Home and Lessons Learned 2012

We left Tioga early the next morning and rode home to Vermont. Crossing the rebuilt Champlain Bridge from New York state, the temperature immediately dropped fifteen degrees.The landscape was wet from recent rains, and all the streams were full of running water. It felt great!

After two weeks of oppressive heat and drought conditions, we come home to beautiful Vermont

LESSONS LEARNED:

    • What I learned during Desert Warfare training in the Marine Corps came in very handy, and worked as well for Barley as it did for me.
        • While dogs can’t sweat, evaporative cooling works well as long as they are in motion.

       

        • Like humans, dogs prefer chilled water. Given a choice between chilled and ambient temperature water, dogs will drink more if it is chilled.

       

        • If you and your dog can’t pee at every refueling stop, you’re not drinking enough.

       

        • Protection from direct sunlight is a critical health factor for any dog. The tonneau cover worked with the vent wide open only if I avoided the heat of midday and stopped to wet and rehydrate Barley twice an hour. As much as I love the lines of the sidecar, it’s time to invest in a ragtop to keep the sun off him while improving airflow.

       

    • ALWAYS have contingency plans! I never imagined the Mississippi River would be so low that the ferries stopped running. Having paper maps and alternative routes pre-selected is just good sense.

 

    • Sonic Drive-Ins are great pit stops if you travel with your dog.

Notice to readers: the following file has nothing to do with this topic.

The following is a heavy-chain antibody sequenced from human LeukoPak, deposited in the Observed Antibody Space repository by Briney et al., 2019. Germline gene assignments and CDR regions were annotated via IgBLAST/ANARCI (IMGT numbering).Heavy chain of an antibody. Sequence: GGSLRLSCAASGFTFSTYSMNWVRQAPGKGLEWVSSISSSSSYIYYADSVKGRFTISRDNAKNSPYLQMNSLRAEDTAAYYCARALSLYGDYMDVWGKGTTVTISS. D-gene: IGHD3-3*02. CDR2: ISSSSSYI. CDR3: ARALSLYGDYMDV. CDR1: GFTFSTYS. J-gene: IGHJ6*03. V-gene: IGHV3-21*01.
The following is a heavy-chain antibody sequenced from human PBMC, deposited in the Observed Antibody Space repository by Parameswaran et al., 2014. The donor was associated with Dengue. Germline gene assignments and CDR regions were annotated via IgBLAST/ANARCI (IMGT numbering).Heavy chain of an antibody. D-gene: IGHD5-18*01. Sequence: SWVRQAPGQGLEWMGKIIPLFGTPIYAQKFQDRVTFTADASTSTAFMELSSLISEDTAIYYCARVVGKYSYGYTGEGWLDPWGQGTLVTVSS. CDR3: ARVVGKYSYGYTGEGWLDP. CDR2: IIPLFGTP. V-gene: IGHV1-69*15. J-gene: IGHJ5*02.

• Your dog MUST be able to remain in a stay reliably for those times when you need to visit an establishment that is not dog accessible. Whenever we are together, Barley is a social butterfly. When I leave him, either in the sidecar or on a Sit-Stay, he completely ignores all strangers and remains absolutely fixated on the last place he saw me. This has proven to be a very good thing!

 

    • No matter how much of a hurry you are in, expect a thirty minute delay at any food or fuel stop where teenaged girls notice your dog. This is known as the Sidecar Delay Factor, compounded by the presence of a dog. If the teenaged girls have smart phones, expect an even longer delay while they rally all their friends. Resistance is futile.

 

    • When environmental conditions leave you feeling stressed, know that your dog feels it as well. Be attuned to his emotional as well as his physical needs. A gentle caress now and then tells him that you are in this together, that better times are ahead.

 

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